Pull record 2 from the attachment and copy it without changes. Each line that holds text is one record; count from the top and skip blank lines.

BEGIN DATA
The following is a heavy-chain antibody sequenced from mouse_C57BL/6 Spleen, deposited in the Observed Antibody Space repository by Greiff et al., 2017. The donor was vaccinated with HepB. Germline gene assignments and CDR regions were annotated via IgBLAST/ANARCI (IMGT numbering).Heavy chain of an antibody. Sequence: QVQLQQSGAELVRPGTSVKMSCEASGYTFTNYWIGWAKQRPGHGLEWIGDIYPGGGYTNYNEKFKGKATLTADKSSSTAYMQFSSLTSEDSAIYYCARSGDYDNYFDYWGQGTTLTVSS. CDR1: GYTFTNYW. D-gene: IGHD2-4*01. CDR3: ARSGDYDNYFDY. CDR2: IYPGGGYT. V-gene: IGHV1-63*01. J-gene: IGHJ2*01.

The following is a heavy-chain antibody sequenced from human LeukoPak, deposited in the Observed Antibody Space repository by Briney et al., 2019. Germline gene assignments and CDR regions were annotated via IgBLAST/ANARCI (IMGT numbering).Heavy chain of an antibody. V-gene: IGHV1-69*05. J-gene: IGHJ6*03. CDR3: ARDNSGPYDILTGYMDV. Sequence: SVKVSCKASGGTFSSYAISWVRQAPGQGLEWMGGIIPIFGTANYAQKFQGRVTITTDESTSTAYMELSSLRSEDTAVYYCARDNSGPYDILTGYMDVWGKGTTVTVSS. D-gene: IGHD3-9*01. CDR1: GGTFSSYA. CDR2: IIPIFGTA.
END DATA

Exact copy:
The following is a heavy-chain antibody sequenced from human LeukoPak, deposited in the Observed Antibody Space repository by Briney et al., 2019. Germline gene assignments and CDR regions were annotated via IgBLAST/ANARCI (IMGT numbering).Heavy chain of an antibody. V-gene: IGHV1-69*05. J-gene: IGHJ6*03. CDR3: ARDNSGPYDILTGYMDV. Sequence: SVKVSCKASGGTFSSYAISWVRQAPGQGLEWMGGIIPIFGTANYAQKFQGRVTITTDESTSTAYMELSSLRSEDTAVYYCARDNSGPYDILTGYMDVWGKGTTVTVSS. D-gene: IGHD3-9*01. CDR1: GGTFSSYA. CDR2: IIPIFGTA.